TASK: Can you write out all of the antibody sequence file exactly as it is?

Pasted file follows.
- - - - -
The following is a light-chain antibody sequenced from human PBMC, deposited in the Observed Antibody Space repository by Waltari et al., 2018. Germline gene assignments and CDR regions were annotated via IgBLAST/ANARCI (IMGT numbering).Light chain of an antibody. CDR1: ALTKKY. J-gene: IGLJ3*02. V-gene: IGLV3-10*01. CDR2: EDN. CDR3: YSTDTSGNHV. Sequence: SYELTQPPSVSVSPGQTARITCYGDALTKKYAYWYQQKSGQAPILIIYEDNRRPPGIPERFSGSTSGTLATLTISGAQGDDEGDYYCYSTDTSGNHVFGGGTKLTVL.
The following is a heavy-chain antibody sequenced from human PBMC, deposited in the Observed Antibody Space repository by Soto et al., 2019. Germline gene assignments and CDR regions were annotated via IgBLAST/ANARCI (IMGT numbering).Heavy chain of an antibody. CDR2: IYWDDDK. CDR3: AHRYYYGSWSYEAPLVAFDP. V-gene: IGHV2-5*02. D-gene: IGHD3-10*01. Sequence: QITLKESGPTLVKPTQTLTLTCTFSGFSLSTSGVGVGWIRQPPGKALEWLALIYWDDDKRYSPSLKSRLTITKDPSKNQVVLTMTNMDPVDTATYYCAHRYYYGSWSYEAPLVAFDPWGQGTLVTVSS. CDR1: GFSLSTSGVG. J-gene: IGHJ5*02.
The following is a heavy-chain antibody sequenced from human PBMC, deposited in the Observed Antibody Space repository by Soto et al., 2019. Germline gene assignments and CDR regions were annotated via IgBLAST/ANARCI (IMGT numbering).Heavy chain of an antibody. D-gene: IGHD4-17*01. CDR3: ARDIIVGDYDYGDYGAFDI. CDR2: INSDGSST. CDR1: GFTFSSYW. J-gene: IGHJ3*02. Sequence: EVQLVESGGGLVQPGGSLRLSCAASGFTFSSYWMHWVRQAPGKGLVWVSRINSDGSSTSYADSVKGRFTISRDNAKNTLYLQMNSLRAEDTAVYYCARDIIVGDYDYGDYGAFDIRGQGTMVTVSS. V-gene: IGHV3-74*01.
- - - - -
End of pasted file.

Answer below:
The following is a light-chain antibody sequenced from human PBMC, deposited in the Observed Antibody Space repository by Waltari et al., 2018. Germline gene assignments and CDR regions were annotated via IgBLAST/ANARCI (IMGT numbering).Light chain of an antibody. CDR1: ALTKKY. J-gene: IGLJ3*02. V-gene: IGLV3-10*01. CDR2: EDN. CDR3: YSTDTSGNHV. Sequence: SYELTQPPSVSVSPGQTARITCYGDALTKKYAYWYQQKSGQAPILIIYEDNRRPPGIPERFSGSTSGTLATLTISGAQGDDEGDYYCYSTDTSGNHVFGGGTKLTVL.
The following is a heavy-chain antibody sequenced from human PBMC, deposited in the Observed Antibody Space repository by Soto et al., 2019. Germline gene assignments and CDR regions were annotated via IgBLAST/ANARCI (IMGT numbering).Heavy chain of an antibody. CDR2: IYWDDDK. CDR3: AHRYYYGSWSYEAPLVAFDP. V-gene: IGHV2-5*02. D-gene: IGHD3-10*01. Sequence: QITLKESGPTLVKPTQTLTLTCTFSGFSLSTSGVGVGWIRQPPGKALEWLALIYWDDDKRYSPSLKSRLTITKDPSKNQVVLTMTNMDPVDTATYYCAHRYYYGSWSYEAPLVAFDPWGQGTLVTVSS. CDR1: GFSLSTSGVG. J-gene: IGHJ5*02.
The following is a heavy-chain antibody sequenced from human PBMC, deposited in the Observed Antibody Space repository by Soto et al., 2019. Germline gene assignments and CDR regions were annotated via IgBLAST/ANARCI (IMGT numbering).Heavy chain of an antibody. D-gene: IGHD4-17*01. CDR3: ARDIIVGDYDYGDYGAFDI. CDR2: INSDGSST. CDR1: GFTFSSYW. J-gene: IGHJ3*02. Sequence: EVQLVESGGGLVQPGGSLRLSCAASGFTFSSYWMHWVRQAPGKGLVWVSRINSDGSSTSYADSVKGRFTISRDNAKNTLYLQMNSLRAEDTAVYYCARDIIVGDYDYGDYGAFDIRGQGTMVTVSS. V-gene: IGHV3-74*01.